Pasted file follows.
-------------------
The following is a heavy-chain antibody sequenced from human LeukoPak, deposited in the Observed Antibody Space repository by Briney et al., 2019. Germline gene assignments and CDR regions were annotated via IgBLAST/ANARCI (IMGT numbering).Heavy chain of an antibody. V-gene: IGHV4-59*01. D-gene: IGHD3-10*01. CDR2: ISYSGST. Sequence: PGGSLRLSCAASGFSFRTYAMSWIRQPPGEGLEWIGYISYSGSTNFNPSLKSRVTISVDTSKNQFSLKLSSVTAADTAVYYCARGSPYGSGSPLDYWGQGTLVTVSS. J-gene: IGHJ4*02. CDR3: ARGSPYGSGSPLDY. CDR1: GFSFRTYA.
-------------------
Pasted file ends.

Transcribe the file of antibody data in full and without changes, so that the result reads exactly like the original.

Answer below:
The following is a heavy-chain antibody sequenced from human LeukoPak, deposited in the Observed Antibody Space repository by Briney et al., 2019. Germline gene assignments and CDR regions were annotated via IgBLAST/ANARCI (IMGT numbering).Heavy chain of an antibody. V-gene: IGHV4-59*01. D-gene: IGHD3-10*01. CDR2: ISYSGST. Sequence: PGGSLRLSCAASGFSFRTYAMSWIRQPPGEGLEWIGYISYSGSTNFNPSLKSRVTISVDTSKNQFSLKLSSVTAADTAVYYCARGSPYGSGSPLDYWGQGTLVTVSS. J-gene: IGHJ4*02. CDR3: ARGSPYGSGSPLDY. CDR1: GFSFRTYA.